Last month we covered a basic introduction to the endocannabinoid system (ECS). Recall that your body maintains homeostasis by the mighty ECS.
This month we’ll dig a little deeper. Let’s discuss your endocannabinoid system’s receptors.
Cannabinoid receptors are located throughout your body to receive endocannabinoids and phytocannabinoids and put them to work.
Endocannabinoids are endogenous cannabinoids, which means your body makes them.
Phytocannabinoids are plant-derived. Tetrahydrocannabinol (THC) and cannabidiol (CBD) are the phytocannabinoids with which we are most familiar.
There are more than 100 cannabinoids that have been identified and named by scientists, and dozens or hundreds more — depending on who you ask — that have been identified but not named.
From the video’s description on YouTube:
Visualization of the endocannabinoid signaling system. A Master’s Research Project submitted to Masters of Science, Faculty of Medicine, University of Toronto. Developed in collaboration with Biomedical Communications, Department of Biology, University of Toronto at Mississauga, The Canadian Consortium for the Investigation of Cannabinoids and with funding provided in part by the Quebec Pain Research Network.
This video, made available via YouTube, is copyright to Leanne Chan, 2011.
THC is, of course, the cannabinoid responsible for the “high” associated with cannabis. It acts as a pain reliever, antibiotic, sleep aid and muscle relaxer; it can ease nausea and vomiting and even protect brain cells (neuroprotection) and regenerate them, too (neuroregeneration).
It may surprise you to know that your body, when it’s saturated (we’ll get into that in a minute), makes its own version of THC called anandamide.
Anandamide, you might guess, is like the “high on life” feeling that makes you feel happy. It is your body’s natural antidepressant, but your ECS cannot work with anandamide alone. It needs help from other cannabinoids.
CBD is the phytocannabinoid many know as the anti-inflammatory, anti-seizure cannabinoid. CBD is a phytocannabinoid produced by plants like cannabis sativa, which includes hemp. CBD plays many roles within our ECS.
Did you know your body can make its own version of THC called anandamide?
Arachidonoylglycerol, or 2-AG, is our body’s natural endocannabinoid, a CBD counterpart if you will — or the one our bodies produce.
This human-body-made endocannabinoid, 2-AG, unlike anandamide, does not get you high.
Cannabinoids affect other receptors, too
THC binds to cannabinoid receptors, called CB-1 receptors, and actually modulate other receptors found throughout the body by inhibiting or enhancing their binding actions.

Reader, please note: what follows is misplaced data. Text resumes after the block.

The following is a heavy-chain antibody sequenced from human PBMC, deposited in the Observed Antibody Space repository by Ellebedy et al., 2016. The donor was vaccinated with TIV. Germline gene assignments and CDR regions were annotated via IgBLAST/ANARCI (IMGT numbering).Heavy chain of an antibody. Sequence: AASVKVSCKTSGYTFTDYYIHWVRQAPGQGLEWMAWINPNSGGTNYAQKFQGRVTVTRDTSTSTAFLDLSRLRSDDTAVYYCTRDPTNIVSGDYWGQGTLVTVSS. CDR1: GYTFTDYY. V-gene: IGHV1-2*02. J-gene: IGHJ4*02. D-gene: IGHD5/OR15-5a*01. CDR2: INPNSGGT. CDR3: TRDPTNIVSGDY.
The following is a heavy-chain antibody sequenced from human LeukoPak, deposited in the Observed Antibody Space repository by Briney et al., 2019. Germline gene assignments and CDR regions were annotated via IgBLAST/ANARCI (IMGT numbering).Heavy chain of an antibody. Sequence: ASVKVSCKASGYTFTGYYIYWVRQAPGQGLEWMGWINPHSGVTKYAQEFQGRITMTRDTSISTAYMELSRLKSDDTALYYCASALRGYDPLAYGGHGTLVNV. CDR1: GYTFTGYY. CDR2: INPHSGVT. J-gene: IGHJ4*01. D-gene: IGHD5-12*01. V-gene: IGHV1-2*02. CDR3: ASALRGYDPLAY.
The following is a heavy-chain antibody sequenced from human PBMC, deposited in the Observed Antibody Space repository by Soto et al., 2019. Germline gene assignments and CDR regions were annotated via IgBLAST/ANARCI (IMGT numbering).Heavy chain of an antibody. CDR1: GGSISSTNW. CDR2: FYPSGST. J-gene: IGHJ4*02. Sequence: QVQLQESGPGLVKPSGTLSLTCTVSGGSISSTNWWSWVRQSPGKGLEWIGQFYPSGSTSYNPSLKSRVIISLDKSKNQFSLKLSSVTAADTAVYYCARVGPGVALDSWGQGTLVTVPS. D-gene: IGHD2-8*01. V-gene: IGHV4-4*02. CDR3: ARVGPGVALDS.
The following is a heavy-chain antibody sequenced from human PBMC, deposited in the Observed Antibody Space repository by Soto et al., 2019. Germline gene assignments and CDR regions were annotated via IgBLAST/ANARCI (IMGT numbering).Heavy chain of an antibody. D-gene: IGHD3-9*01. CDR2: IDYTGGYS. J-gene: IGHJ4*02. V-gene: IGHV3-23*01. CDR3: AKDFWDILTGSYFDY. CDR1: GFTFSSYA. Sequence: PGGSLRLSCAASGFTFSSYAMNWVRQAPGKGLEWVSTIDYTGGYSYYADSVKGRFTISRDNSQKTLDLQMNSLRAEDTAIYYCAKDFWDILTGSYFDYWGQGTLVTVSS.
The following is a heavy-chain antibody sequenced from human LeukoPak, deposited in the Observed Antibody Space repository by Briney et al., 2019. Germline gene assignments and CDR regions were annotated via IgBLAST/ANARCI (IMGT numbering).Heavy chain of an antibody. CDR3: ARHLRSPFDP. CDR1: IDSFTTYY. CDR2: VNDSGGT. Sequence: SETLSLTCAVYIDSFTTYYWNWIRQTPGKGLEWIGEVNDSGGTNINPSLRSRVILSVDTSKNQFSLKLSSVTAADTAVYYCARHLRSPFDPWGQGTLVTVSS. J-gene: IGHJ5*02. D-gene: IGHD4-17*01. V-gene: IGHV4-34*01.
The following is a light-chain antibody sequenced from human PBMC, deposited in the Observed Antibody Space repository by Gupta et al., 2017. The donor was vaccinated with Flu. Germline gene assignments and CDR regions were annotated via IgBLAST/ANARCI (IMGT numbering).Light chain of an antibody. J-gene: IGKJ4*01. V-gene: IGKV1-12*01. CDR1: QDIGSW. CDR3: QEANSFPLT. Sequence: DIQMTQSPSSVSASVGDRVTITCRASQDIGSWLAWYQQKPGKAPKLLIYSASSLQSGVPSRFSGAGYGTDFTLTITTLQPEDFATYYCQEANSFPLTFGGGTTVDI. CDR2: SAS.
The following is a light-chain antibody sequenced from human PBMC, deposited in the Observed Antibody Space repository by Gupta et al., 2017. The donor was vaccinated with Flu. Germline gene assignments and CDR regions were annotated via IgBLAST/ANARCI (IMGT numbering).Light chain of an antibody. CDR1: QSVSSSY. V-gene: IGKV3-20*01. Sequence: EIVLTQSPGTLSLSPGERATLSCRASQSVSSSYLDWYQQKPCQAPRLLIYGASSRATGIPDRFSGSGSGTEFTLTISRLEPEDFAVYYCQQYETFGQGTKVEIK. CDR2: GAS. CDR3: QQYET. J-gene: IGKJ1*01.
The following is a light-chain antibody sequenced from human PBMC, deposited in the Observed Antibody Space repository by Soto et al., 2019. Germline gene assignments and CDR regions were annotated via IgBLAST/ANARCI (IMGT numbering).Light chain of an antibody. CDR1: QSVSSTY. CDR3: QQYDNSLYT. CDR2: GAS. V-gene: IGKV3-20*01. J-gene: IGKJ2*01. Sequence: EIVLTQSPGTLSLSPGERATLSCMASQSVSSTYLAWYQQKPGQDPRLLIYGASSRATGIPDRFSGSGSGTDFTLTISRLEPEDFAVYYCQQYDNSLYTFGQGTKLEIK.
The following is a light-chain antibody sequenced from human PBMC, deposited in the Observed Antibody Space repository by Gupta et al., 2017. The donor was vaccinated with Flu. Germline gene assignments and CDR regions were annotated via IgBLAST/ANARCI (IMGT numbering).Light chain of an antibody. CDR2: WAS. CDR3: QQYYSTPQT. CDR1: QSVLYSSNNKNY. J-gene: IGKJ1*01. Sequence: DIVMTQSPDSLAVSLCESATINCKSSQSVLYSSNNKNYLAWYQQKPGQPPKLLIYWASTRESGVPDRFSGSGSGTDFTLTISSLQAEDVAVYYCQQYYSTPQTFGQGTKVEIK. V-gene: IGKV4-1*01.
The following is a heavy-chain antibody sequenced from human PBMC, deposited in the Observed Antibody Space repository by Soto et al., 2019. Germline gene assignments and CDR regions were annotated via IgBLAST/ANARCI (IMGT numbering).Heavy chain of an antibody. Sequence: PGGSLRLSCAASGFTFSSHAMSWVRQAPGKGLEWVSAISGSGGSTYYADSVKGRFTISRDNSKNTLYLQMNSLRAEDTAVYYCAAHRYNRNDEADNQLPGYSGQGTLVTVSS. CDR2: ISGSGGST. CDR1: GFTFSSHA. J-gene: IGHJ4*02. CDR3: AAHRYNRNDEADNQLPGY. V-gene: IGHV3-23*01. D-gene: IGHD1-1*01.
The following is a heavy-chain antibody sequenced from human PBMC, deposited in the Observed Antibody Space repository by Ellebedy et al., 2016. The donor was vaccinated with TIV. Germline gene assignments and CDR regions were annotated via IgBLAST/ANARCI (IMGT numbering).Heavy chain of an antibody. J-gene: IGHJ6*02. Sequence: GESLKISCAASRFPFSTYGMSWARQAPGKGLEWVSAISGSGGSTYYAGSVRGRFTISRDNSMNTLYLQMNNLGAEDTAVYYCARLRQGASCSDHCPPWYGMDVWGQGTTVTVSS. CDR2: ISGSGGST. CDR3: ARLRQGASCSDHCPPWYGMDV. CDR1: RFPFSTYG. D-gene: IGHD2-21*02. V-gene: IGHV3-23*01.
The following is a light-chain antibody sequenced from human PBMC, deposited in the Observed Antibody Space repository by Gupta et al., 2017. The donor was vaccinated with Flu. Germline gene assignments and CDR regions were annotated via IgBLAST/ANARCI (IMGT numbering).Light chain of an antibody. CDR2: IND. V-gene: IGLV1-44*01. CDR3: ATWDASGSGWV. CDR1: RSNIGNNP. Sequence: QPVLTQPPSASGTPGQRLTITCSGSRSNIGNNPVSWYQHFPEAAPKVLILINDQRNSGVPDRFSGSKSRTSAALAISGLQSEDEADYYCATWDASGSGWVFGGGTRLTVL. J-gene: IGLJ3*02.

One of the receptors you may be familiar with is the serotonin receptor. It’s associated with depression and anxiety because the drugs used to treat them increase serotonin uptake.
CBD binds to those same receptors making it a natural way to treat these problems.
BBC report on cannabis and the human body’s cannabinoid receptors. This report shows human evolution’s reaction to cannabis.
This video made available via YouTube and Reverend Ryan.
Saturation is important
When you saturate your ECS with phytocannabinoids it’s easier for your body to make endocannabinoids.
You read that right. If you’re not saturating your body with phytocannabinoids — the plant-based cannabinoids — your body is struggling to create its own endocannabinoids, and this can lead to problems.
When your body is “saturated,” you’ve simply given it enough access to plant-derived cannabinoids (like CBD or THC).
This healthy consumption of cannabinoids in turn spurs an increase in the number of your cannabinoid receptors everywhere in your body, which you may imagine like baseball gloves “catching” the cannabinoids you’ve pitched into your body. The receptors then get busy sending those molecules throughout your body to make repairs and maintain homeostasis.
Since you body creates its own cannabinoids, stimulating this cycle is the primary result of saturating your body with cannabinoids.
As you research cannabis and its affect on the human body you may read about something called the “entourage effect.”
As with so many cannabis-related issues, scientists continue to debate the validity of the entourage effect. It is anticipated that research will improve once cannabis is removed from the federal Schedule I drug list.
The entourage effect is only possible when a person has access to a variety of cannabinoids. Entourage effect is the term that describes the way that multiple cannabinoids and terpenes — the molecules found in a variety of foods and plants that give them their aroma and flavor — are mutually supportive, and work better together.
We covered some big vocabulary words and ideas this month. They are essential for understanding the endocannabinoid system. Let us know if you have any questions. If you have other resources on the endocannabinoid system, please share them with us in the comments or via social media.
BY Kelly Helms
Nerdy girl-next-door who excels in everything science and goofball. Kelly is also a healthcare professional, a small business owner and a mother. And she wants to talk to you about your endocannabinoid system.